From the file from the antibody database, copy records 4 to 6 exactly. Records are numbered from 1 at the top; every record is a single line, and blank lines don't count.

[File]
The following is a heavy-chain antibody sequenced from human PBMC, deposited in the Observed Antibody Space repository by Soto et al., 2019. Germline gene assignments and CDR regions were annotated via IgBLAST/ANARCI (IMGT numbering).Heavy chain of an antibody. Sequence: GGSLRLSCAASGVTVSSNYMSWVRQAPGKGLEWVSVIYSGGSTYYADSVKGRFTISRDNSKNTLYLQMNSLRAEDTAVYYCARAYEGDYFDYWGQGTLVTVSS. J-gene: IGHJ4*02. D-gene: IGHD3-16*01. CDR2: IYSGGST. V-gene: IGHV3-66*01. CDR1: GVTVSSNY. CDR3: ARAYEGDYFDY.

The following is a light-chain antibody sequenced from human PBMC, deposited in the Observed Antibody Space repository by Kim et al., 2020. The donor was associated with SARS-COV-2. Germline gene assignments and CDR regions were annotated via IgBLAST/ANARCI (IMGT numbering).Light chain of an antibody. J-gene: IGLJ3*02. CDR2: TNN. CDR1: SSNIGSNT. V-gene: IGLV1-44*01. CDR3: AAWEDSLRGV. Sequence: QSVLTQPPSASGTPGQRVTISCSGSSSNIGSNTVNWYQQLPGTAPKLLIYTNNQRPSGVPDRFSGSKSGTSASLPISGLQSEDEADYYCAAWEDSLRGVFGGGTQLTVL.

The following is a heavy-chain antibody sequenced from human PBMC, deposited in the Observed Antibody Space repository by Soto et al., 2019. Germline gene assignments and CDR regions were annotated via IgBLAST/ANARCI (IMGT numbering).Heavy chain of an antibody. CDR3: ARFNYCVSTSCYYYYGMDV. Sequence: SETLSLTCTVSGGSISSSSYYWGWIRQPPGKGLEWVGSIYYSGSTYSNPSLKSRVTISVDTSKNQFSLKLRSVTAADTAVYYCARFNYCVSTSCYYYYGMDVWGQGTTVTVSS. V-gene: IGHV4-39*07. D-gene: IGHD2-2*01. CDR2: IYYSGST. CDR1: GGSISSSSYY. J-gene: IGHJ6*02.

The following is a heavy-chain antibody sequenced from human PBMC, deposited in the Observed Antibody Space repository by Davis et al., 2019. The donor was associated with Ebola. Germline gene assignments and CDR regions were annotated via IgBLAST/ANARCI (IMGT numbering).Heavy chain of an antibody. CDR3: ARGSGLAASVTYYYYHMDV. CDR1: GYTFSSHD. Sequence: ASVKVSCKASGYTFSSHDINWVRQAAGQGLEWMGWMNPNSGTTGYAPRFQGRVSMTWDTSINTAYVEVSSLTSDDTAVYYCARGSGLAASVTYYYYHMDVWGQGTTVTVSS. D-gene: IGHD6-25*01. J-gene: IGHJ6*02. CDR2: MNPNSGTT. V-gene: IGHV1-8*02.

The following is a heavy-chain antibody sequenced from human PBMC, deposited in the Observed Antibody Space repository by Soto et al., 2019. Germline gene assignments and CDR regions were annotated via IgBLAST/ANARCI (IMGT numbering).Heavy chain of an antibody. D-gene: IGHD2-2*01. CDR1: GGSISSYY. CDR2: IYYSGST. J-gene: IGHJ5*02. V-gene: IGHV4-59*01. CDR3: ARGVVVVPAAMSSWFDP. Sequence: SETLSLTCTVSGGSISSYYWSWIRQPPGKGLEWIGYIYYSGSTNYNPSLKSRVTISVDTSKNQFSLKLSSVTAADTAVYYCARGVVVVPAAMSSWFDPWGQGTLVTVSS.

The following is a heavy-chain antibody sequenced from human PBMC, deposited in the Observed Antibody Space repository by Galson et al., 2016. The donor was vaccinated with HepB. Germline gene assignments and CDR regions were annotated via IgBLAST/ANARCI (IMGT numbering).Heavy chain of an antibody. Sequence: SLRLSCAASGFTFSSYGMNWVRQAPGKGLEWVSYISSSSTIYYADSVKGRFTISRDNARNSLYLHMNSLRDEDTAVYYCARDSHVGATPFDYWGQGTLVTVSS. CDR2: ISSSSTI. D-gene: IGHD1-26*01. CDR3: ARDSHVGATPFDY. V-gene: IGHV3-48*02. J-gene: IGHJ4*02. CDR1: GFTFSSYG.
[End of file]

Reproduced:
The following is a heavy-chain antibody sequenced from human PBMC, deposited in the Observed Antibody Space repository by Davis et al., 2019. The donor was associated with Ebola. Germline gene assignments and CDR regions were annotated via IgBLAST/ANARCI (IMGT numbering).Heavy chain of an antibody. CDR3: ARGSGLAASVTYYYYHMDV. CDR1: GYTFSSHD. Sequence: ASVKVSCKASGYTFSSHDINWVRQAAGQGLEWMGWMNPNSGTTGYAPRFQGRVSMTWDTSINTAYVEVSSLTSDDTAVYYCARGSGLAASVTYYYYHMDVWGQGTTVTVSS. D-gene: IGHD6-25*01. J-gene: IGHJ6*02. CDR2: MNPNSGTT. V-gene: IGHV1-8*02.

The following is a heavy-chain antibody sequenced from human PBMC, deposited in the Observed Antibody Space repository by Soto et al., 2019. Germline gene assignments and CDR regions were annotated via IgBLAST/ANARCI (IMGT numbering).Heavy chain of an antibody. D-gene: IGHD2-2*01. CDR1: GGSISSYY. CDR2: IYYSGST. J-gene: IGHJ5*02. V-gene: IGHV4-59*01. CDR3: ARGVVVVPAAMSSWFDP. Sequence: SETLSLTCTVSGGSISSYYWSWIRQPPGKGLEWIGYIYYSGSTNYNPSLKSRVTISVDTSKNQFSLKLSSVTAADTAVYYCARGVVVVPAAMSSWFDPWGQGTLVTVSS.

The following is a heavy-chain antibody sequenced from human PBMC, deposited in the Observed Antibody Space repository by Galson et al., 2016. The donor was vaccinated with HepB. Germline gene assignments and CDR regions were annotated via IgBLAST/ANARCI (IMGT numbering).Heavy chain of an antibody. Sequence: SLRLSCAASGFTFSSYGMNWVRQAPGKGLEWVSYISSSSTIYYADSVKGRFTISRDNARNSLYLHMNSLRDEDTAVYYCARDSHVGATPFDYWGQGTLVTVSS. CDR2: ISSSSTI. D-gene: IGHD1-26*01. CDR3: ARDSHVGATPFDY. V-gene: IGHV3-48*02. J-gene: IGHJ4*02. CDR1: GFTFSSYG.